Panic buying shuts down U.S. gas stations, Transportation Secretary urged people to remain calm
Faced with a growing shortage, late yesterday the White House announced that it had waived the Jones Act which blocks the use of non-U.S.-flagged vessels, which are cheaper and more plentiful, to transport fuel.
It will be "temporary and targeted" to the company, Biden administration spokeswoman Jen Psaki said in a statement.
"This waiver will enable the transport of additional gas and jet fuel between the Gulf Coast and East Coast ports to ease supply constraints," she said.
The Transportation Department and Environmental Protection Agency (EPA) have also eased regulations on transporting fuel and temporarily waived clean air rules throughout the affected states to try to ease the supply crunch.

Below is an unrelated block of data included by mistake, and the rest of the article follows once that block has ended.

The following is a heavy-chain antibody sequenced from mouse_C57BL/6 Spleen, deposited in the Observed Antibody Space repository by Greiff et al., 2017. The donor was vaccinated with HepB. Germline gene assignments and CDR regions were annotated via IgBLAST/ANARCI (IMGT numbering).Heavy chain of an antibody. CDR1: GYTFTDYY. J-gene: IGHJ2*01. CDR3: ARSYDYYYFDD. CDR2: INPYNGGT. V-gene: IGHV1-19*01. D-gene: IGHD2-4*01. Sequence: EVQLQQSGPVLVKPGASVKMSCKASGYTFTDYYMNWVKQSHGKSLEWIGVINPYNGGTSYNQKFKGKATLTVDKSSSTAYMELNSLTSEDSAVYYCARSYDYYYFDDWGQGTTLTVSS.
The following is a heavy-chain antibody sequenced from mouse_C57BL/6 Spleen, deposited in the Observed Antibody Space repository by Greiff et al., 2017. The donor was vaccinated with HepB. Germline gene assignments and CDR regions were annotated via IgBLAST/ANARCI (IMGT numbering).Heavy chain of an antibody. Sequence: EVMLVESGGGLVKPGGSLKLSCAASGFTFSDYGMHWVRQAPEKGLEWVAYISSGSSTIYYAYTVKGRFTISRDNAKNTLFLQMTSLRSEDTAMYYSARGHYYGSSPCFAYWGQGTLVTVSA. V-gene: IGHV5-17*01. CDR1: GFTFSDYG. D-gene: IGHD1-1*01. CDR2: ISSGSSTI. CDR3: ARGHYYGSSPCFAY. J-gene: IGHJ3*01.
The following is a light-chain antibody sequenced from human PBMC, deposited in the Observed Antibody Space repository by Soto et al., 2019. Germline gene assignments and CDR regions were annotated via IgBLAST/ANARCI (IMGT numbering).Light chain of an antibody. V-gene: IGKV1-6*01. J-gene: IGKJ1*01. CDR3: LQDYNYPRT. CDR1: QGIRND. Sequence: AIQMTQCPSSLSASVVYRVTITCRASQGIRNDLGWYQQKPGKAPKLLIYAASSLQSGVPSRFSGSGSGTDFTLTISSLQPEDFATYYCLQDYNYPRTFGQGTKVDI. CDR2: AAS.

In Florida, 73% of stations in the Pensacola area were out of fuel, according to gas price tracking site GasBuddy analyst Patrick De Haan.
In North Carolina's Raleigh-Durham area, seven out of 10 stations ran out of gas, as did six in 10 around Georgia's capital, Atlanta.
US average gasoline prices topped $3 (€2.50) a gallon for the first time since November 2014, according to the American Automobile Association (U.S. gas station).
Transportation Secretary Pete Buttigieg urged consumers to remain calm.
"We recognise the concern that is out there, and that's why we haven't wasted any time to get into action," he told reporters. "Hoarding does not make things better." ■